The Sausage Saga, part 1:
Sausage, weenies, wurst, párky, klobása, saucisson, salumi: understanding and navigating the vast world of wurst!
People have been stuffing seasoned ground meat into animal intestines and eating it for thousands of years.
Wurst making was alive and well already in ancient Rome at least as far back as 2500 years (the Lucanian sausage).
Before the Romans, a reference to a cooked meat product stuffed in a goat stomach appears
in ancient Mesopotamia (Iraq) 3,750 years ago. Some historians even assume that
wurst existed in Mesopotamia as far back as 6000 years ago. In China, wurst was first mentioned in 589 BC.
The Greek poet Homer mentioned a kind of blood sausage in his Odyssey (book 20, poem 25).
Numerous books report that sausages were already popular among the ancient Greeks and Romans.
Keeping in mind that beer had already existed in ancient Mesopotamia and ancient Egypt,
having brats and beer together, the ancient world may not have been a bad place...
In the wurst-eating world, three main categories are recognized based on how the meat
is treated during the preparation process. This is a German system and, like German knives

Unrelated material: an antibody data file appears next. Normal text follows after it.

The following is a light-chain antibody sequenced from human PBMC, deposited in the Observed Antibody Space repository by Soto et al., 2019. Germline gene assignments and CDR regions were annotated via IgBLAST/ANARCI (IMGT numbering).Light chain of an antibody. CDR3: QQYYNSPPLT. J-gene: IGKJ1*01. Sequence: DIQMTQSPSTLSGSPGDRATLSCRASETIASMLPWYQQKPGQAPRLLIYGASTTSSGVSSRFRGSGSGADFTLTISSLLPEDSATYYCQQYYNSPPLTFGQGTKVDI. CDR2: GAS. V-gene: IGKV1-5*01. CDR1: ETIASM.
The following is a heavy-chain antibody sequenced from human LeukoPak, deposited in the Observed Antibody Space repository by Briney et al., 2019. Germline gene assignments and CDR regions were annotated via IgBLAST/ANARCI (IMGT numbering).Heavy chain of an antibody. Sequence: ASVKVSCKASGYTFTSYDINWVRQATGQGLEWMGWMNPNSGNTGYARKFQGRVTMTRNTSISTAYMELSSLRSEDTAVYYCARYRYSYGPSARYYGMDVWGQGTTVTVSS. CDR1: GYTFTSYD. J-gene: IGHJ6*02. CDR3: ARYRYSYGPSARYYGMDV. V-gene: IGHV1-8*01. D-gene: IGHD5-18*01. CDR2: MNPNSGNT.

or German cars, it is very well thought through, yet simple and full of common sense.
Based on this system, sausages can be into those that are somehow thermally treated before
stuffing in the casing (Brühwurst and Kochwurst), and Rohwurst, which are sausages that
are either delivered completely raw (i.e. raw bratwurst for grilling), or are preserved
with various agents and aged or smoked (i.e. salami or cured kolbasz from Hungary or
from the Alps).
The English language fall hopelessly short here and translates all of them collectively as sausage.
It therefore appears necessary to use the German terms to properly navigate through this
essay, as well as through the world of wurst.
Brühwurst is a sausage consisting of very finely ground lean meat, fat and spices, that have
undergone various forms of heat treatment (smoking, cooking, blanching, roasting, baking, etc)
in whole or in part, during the sausage making process. The grinding is usually performed
in the presence of water and finely crushed ice. The finished sausages are heated (blanched),
which solidifies the protein contained and the sausage become cut-resistant.
The finished sausages can be smoked in addition. Typical examples include: